Drinking, Breastfeeding & Child Development
Researchers studied the the effects of drinking by breastfeeding mothers on the later development of their children.
The scientists recorded women’s drinking during pregnancy. And they also recorded the same data at eight weeks and one year after the women gave birth.
Sixty-one percent of the breastfeeding women were drinking alcohol eight weeks after birth. Seventy percent were consuming alcoholic beverages 12 months postpartum.
Most women had 14 or fewer drinks per week and had fewer than three drinks per occasion. They also used ways to minimize alcohol in their milk. For example, by the timing of their drinking.
The researchers collected data on breastfeeding duration as well as infant sleeping and development. They adjusted for confounders and found alcohol consumption to be unrelated to infant sleeping behavior. The same was true of most infant developmental measures at eight weeks and 12 months.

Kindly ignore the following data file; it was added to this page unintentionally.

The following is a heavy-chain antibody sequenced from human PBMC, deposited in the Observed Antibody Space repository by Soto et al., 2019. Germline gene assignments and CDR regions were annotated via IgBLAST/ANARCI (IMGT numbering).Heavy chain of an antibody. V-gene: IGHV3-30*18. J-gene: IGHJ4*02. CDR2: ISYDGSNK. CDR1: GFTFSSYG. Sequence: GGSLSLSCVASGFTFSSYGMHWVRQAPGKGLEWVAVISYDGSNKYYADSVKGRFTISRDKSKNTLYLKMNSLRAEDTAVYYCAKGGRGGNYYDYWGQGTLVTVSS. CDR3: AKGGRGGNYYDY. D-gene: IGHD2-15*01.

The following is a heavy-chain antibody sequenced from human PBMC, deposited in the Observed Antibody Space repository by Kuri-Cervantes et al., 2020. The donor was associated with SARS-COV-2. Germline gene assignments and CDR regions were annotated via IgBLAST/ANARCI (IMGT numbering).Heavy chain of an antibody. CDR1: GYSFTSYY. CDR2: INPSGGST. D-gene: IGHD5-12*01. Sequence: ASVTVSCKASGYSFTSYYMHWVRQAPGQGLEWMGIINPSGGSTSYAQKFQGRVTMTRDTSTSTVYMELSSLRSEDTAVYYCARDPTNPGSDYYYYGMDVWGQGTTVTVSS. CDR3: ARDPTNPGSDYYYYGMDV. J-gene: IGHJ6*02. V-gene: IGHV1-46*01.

There was only one exception. Mothers who drank at eight weeks had infants with better personal-social development at 12 months. That’s in comparison to mothers who abstained from alcohol at eight weeks.
Therefore, women who were light drinkers during breastfeeding did not have infants with adverse outcomes at age one.
Source for Drinking by Breastfeeding Mothers
Wilson, J., et al. Alcohol consumption by breastfeeding mothers. Frequency, correlates and infant outcomes. Drug Alco Rev, pub early online March 13, 2017.
Australian Breastfeeding Association. Breastfeeding Twins. East Malvern, Vic: The Assn, 2009.
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Mohrbacher, N. The Breastfeeding Answer Book. Schaumburg, IL: La Leche League, 2005.
Neurohr, G., et al. Breastfeeding Basics. Dallas: Mother of 7, Inc, 2005.
Wiessinger, D., et al. The Womanly Art of Breastfeeding. London: Pinter & Martin, 2011.
Wisconsin PRAMS. Breastfeeding. Madison: Wisconsin Div Pub Health, 2012.
Note: This website makes no suggestions about drinking by breastfeeding mothers.